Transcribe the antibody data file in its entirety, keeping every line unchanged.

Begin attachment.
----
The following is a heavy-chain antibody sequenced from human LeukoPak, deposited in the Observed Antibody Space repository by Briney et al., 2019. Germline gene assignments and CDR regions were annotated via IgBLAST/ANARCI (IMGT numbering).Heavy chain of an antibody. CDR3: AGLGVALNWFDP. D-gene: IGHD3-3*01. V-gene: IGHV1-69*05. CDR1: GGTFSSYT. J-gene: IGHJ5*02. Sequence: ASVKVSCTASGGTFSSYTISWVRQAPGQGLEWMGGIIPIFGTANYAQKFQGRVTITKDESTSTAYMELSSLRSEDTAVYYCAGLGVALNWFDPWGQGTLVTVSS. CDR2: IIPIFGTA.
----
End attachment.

The following is a heavy-chain antibody sequenced from human LeukoPak, deposited in the Observed Antibody Space repository by Briney et al., 2019. Germline gene assignments and CDR regions were annotated via IgBLAST/ANARCI (IMGT numbering).Heavy chain of an antibody. CDR3: AGLGVALNWFDP. D-gene: IGHD3-3*01. V-gene: IGHV1-69*05. CDR1: GGTFSSYT. J-gene: IGHJ5*02. Sequence: ASVKVSCTASGGTFSSYTISWVRQAPGQGLEWMGGIIPIFGTANYAQKFQGRVTITKDESTSTAYMELSSLRSEDTAVYYCAGLGVALNWFDPWGQGTLVTVSS. CDR2: IIPIFGTA.